Research

Marketplace Realities 2018: Employment practices liability (EPL)

November 6, 2017

    The one thing

    Beware of state activism in areas where the federal government is pulling back, such as pay equity.
  • Rates have been mostly stable since Q1, with average primary rate increases of up to 5%, unless loss experience, mergers and acquisitions, or changes in exposure dictate a greater increase. California’s rate hikes, for example, continue to fluctuate between 5% and 15%, based on the heightened legal requirements in that state.
  • The EPL market remains competitive, with capacity of over $800 million in the U.S., Bermuda
    and Europe combined.
  • Increased focus on pay practices and classification issues has brought heightened interest in wage and hour insurance. New entrants in the market (particularly for mid-sized companies) and market appetites have risen to meet the demand. Flexibility in retention levels and markets’ willingness to offer blended wage and hour/EPL policies have led more companies to purchase or at least obtain quotes. Markets in Bermuda, London and the U.S. offer defense and indemnity coverage.
  • Price prediction

    Overall
    Flat to +5%;
    California: +5% to +15%

    Large global companies
    Flat to +3% (primary);
    -5% to flat (excess)

    Mid to large domestic firms
    Flat to +3% (primary);
    -5% to flat (excess)

    Private and nonprofit entities
    Flat to +5%

    Smaller employers (< 200 employees)
    +5% to +10%
  • The Trump administration impact on EPL is evident:
    • Last year the EEOC announced that it would require private employers with 100 or more employees to report detailed salary and pay information on their EEO-1 form. However, the Office of Information Regulatory Affairs recently postponed this change indefinitely. States, however, continue passing their own laws to address pay disparity. Employers should stay focused on this issue and make sure that gender and race (or any other protected class) do not play a role in pay determinations.
    • Last year, the Department of Labor (DOL) promised to more than double the annual
      salary threshold for overtime or minimum wage exemption under the FLSA. After 21 states challenged the proposed rule, a Texas federal district invalidated it. Prior to this decision, the Trump DOL was considering a smaller increase in the salary threshold. We expect a change at some point.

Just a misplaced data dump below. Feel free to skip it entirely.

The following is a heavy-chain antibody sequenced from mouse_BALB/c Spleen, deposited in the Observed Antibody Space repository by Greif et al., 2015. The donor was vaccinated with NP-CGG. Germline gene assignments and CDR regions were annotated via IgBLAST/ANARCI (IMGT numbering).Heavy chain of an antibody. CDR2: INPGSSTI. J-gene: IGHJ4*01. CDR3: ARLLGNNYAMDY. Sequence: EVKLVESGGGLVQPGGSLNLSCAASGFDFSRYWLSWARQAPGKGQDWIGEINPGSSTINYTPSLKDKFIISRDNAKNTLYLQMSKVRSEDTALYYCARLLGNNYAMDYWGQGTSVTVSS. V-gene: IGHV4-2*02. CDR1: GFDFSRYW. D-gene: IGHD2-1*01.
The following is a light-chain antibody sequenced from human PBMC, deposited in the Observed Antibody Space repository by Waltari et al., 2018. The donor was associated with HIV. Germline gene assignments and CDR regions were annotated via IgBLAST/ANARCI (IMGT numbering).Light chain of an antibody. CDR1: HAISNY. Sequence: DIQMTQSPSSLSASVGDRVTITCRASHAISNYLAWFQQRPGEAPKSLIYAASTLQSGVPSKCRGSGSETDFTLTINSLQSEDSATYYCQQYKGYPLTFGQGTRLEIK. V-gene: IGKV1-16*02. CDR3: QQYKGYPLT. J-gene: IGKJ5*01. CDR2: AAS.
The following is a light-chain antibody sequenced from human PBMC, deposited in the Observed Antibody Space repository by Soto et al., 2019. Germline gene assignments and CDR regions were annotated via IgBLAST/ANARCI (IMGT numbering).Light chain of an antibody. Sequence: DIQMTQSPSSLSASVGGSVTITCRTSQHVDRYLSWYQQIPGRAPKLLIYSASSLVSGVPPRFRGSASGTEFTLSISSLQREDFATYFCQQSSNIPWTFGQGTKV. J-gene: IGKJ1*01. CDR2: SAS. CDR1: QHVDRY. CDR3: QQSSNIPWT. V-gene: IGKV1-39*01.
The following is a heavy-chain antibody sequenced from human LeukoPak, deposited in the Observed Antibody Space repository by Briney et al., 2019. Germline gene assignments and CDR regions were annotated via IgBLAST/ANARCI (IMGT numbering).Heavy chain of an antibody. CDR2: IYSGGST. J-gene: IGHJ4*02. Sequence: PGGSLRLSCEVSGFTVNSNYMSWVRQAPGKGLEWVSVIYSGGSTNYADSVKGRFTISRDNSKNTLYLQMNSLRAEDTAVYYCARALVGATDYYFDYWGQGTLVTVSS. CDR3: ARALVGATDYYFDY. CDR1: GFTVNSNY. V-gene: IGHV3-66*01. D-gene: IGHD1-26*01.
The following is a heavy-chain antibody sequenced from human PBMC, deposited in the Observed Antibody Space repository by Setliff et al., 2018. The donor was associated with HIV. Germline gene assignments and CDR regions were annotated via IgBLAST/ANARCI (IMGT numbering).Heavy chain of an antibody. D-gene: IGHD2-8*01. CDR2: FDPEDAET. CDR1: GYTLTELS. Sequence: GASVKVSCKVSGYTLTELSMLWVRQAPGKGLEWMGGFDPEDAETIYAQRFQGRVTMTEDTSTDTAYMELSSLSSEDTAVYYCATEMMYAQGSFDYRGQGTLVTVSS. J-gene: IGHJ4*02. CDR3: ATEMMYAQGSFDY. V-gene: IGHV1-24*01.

• Joint employer liability remains a significant area of concern, particularly for companies in the franchise, hospitality and staffing industries. The Trump administration rescinded a 2016 DOL interpretation that favored a very broad standard when determining whether joint employment exists, but the law itself did not change. Recently, the House of Representatives introduced HR 3441 (also known as the Save Local Business Act) in
      an attempt to narrow the definition of joint employment. Whether or not the bill is passed, employers should still expect claimants to allege joint employment.
    • On March 27, 2017, President Trump signed a joint resolution that invalidated President Obama’s Fair Pay and Safe Workplaces Executive Order (Contractor Blacklisting Regulation) that required government contractors to self-report labor law violations and prohibited mandatory arbitrations of Title VII, sexual harassment or assault claims for contracts of over $1 million.
  • Issues to Watch:
    • Courts are having difficulty answering the question of whether Title VII prohibits sexual orientation discrimination as a form of sex discrimination. The EEOC says yes, but the courts are split. The answer may come from the Supreme Court or through legislative action.
    • The validity of class action waivers in employment arbitration agreements is before the Supreme Court. We expect a ruling in 2018.